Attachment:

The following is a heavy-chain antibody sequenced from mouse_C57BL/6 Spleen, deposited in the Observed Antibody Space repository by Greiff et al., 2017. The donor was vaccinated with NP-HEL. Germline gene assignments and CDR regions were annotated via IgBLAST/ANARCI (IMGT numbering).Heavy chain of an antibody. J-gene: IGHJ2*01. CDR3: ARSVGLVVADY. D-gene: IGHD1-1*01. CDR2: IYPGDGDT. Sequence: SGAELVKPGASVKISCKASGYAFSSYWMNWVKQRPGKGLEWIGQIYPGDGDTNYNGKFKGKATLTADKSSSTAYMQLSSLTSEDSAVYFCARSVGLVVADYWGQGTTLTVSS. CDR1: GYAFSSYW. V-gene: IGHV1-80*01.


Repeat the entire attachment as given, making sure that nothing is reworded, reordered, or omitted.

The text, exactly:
The following is a heavy-chain antibody sequenced from mouse_C57BL/6 Spleen, deposited in the Observed Antibody Space repository by Greiff et al., 2017. The donor was vaccinated with NP-HEL. Germline gene assignments and CDR regions were annotated via IgBLAST/ANARCI (IMGT numbering).Heavy chain of an antibody. J-gene: IGHJ2*01. CDR3: ARSVGLVVADY. D-gene: IGHD1-1*01. CDR2: IYPGDGDT. Sequence: SGAELVKPGASVKISCKASGYAFSSYWMNWVKQRPGKGLEWIGQIYPGDGDTNYNGKFKGKATLTADKSSSTAYMQLSSLTSEDSAVYFCARSVGLVVADYWGQGTTLTVSS. CDR1: GYAFSSYW. V-gene: IGHV1-80*01.